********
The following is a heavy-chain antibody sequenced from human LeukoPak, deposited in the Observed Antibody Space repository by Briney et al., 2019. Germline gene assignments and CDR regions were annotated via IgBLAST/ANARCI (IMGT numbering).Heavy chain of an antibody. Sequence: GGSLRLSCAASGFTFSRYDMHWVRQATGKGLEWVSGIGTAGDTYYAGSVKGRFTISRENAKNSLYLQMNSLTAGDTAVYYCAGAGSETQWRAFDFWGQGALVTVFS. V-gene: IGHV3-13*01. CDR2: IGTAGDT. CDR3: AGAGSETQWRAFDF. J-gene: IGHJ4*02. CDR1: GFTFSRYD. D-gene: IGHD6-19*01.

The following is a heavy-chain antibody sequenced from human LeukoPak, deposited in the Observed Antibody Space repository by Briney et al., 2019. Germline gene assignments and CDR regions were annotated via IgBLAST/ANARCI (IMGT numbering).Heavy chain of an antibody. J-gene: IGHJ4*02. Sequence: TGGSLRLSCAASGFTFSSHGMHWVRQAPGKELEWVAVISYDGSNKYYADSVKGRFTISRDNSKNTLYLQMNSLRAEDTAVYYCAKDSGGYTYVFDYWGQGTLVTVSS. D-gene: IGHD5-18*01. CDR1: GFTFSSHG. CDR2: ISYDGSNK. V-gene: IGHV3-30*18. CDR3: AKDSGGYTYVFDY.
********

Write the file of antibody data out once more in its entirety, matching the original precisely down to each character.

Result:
The following is a heavy-chain antibody sequenced from human LeukoPak, deposited in the Observed Antibody Space repository by Briney et al., 2019. Germline gene assignments and CDR regions were annotated via IgBLAST/ANARCI (IMGT numbering).Heavy chain of an antibody. Sequence: GGSLRLSCAASGFTFSRYDMHWVRQATGKGLEWVSGIGTAGDTYYAGSVKGRFTISRENAKNSLYLQMNSLTAGDTAVYYCAGAGSETQWRAFDFWGQGALVTVFS. V-gene: IGHV3-13*01. CDR2: IGTAGDT. CDR3: AGAGSETQWRAFDF. J-gene: IGHJ4*02. CDR1: GFTFSRYD. D-gene: IGHD6-19*01.

The following is a heavy-chain antibody sequenced from human LeukoPak, deposited in the Observed Antibody Space repository by Briney et al., 2019. Germline gene assignments and CDR regions were annotated via IgBLAST/ANARCI (IMGT numbering).Heavy chain of an antibody. J-gene: IGHJ4*02. Sequence: TGGSLRLSCAASGFTFSSHGMHWVRQAPGKELEWVAVISYDGSNKYYADSVKGRFTISRDNSKNTLYLQMNSLRAEDTAVYYCAKDSGGYTYVFDYWGQGTLVTVSS. D-gene: IGHD5-18*01. CDR1: GFTFSSHG. CDR2: ISYDGSNK. V-gene: IGHV3-30*18. CDR3: AKDSGGYTYVFDY.